Die Klassiche comes to Wembley

The end of the football season. A time to reflect on all those moments of joy watching our beautiful game before the crashing realisation that there will be no more last minute winners, no more dodgy offside decisions and no more Robbie Savage – well, at least there is one positive. The biggest question on our minds is not where to go next Saturday but what excuses we could use to avoid the inevitable trips to DIY stores or fixing the leaking roof in the garage. These were the thoughts running through my head until I had an invite from those good people at Allianz to help them spread the good news – Football is for life not just for 37 weeks in the season. Their request was to help them celebrate all that is good about our beautiful game in one day. One glorious day. One day that I had to keep quiet from my nearest and dearest for fear of jealous retribution. A ticket to the Champions League Final. Of course I said….”YES!”.

8514941579_f28981bde5_bIf you are in any doubt about the anticipation for the Champions League final at Wembley then go an ask your average season ticket holder at the Allianz Arena or the Signal Iduna Park where they will be watching the game on Saturday night. Over 1 million people applied, but failed, to get tickets through the small allocations given to Bayern and Borussia for the most eagerly awaited European Cup final in decades. I cannot remember a final that has created such as buzz among the neutrals fans, none more so than the English who look on so enviously at the way German football is run. Make no mistake, this is THE best final the competition could have asked for. In some ways there is a poignant irony that the two teams competing at Wembley in the FA’s anniversary year are from our fiercest footballing rivals but in my opinion we are lucky enough to be watching two of the best teams in Europe at the moment compete for the coveted trophy.

Last season Borussia Dortmund were simply sublime. They followed up their Bundesliga title of 2010/2011 by writing a new chapter in German footballing history last season. Everyone expected Bayern to return like a wounded animal from losing their crown and pre-season spending suggested they were the favourites for the title. But Jürgen Klopp’s yellow and black army, powered by the 25,000 on the Südtribüne in the Westfalonstadion swept all before them, securing the title with three games to go and then humiliating Bayern in front of a watching nation in the German Cup final to secure their first ever domestic double. We should also mention the home defeat in last season’s Champion League final to Chelsea at this point but I fear retribution from my Bayern supporting friends for rubbing in the disappointment of 2012 too much.

8514861901_7d47d263a7_bFast forward twelve months and it is Bayern that everyone is talking about again, this time in the most positive and glowing terms. They started the season like a bullet and have never let up, losing just once in the league and twice in the Champions League (to BATE Borisov of all people and then to Arsenal). Oh, and of course they had the mid-season distraction of the announcement that Pep Guardiola would be joining them from July. Like that upset their rhythm in any way! Their record-breaking 23rd Bundesliga title was secured against Eintract Frankfurt with six games remaining, and of course they then went onto destroy the “best team in Europe ever”, Barcelona, in the Champions League semi-finals to reach their second successive final. Of course Borussia themselves hardly had an easy ride, coming out of a Group featuring the richest team in the world in Manchester City and then demolishing Real Madrid in Dortmund to set up the first all-German Champions League final.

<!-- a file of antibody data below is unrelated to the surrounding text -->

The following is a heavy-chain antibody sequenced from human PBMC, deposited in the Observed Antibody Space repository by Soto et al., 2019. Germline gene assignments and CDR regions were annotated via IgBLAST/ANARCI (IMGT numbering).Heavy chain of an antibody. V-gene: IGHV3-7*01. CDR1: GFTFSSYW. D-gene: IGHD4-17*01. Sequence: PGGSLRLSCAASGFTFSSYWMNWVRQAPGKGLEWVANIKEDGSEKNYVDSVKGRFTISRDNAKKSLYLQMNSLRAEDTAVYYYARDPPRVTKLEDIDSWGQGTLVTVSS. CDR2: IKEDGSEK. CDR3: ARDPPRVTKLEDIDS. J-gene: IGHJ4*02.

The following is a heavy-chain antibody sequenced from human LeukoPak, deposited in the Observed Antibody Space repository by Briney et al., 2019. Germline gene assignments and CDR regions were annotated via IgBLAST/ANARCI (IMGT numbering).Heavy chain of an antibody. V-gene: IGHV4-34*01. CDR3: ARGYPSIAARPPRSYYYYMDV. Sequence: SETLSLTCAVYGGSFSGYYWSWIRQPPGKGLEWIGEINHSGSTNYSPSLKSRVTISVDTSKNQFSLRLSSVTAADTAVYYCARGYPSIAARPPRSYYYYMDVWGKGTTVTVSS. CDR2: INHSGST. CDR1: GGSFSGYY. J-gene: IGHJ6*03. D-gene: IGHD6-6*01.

In the past few years the Champions League final has featured teams who are hardly at the top of their game. This season we will see the best European side from last season play the best European side from this season. No question. The venue of legends will hopefully feature a legendary game. There are key battles all over the pitch. This will be the fifth time the teams have met each other this season, with two Bundesliga draws and two Bayern cup wins (in the season curtain raiser DFL Supercup and the quarter final of the German Cup) giving the Bavarians the slight edge. Reus v Ribéry, Lewandoski v Gómez, Weidenfeller v Neuer. On their day (s) both sides are irresistible and we can only hope that both attacking sides turn up at Wembley tomorrow night.

8482537442_f4332cb9e9_bBayern seem to have been the bridesmaids of Europe for far too long. They are one of the continents greats but have rarely been able to make that final step in the past couple of decades to be spoken of in the same breath as Pep’s Barca, The Galacticos of Real or Fergie’s Treble winners of 1999 (who of course beat Bayern in injury time in the Champions League Final in the Camp Nou). Their attacking intent this season has been there for all to see as they scored 98 goals in the Bundesliga on their way to a record haul of 91 points. Dortmund’s domestic season has been frustrating with injuries and suspensions often robbing Klopp of his best XI. His mood will not have been helped by the persistent rumours of departures to his key players such as Lewandoski to Real Madrid or Reus and Götze to Bayern, the latter of which is now a done deal for a mere €37 million. This could be the last hurrah for his side so he will put the last twelve months behind him and focus simply on capturing the biggest and shiniest prize in European football.

Come Saturday night when millions of viewers eyes turn to Wembley Stadium to view the Die Klassiche it will be time for both teams to put all the personalities, politics and above all the past behind and concentrate on becoming the true Champions of Europe. Football for life, that is for sure!

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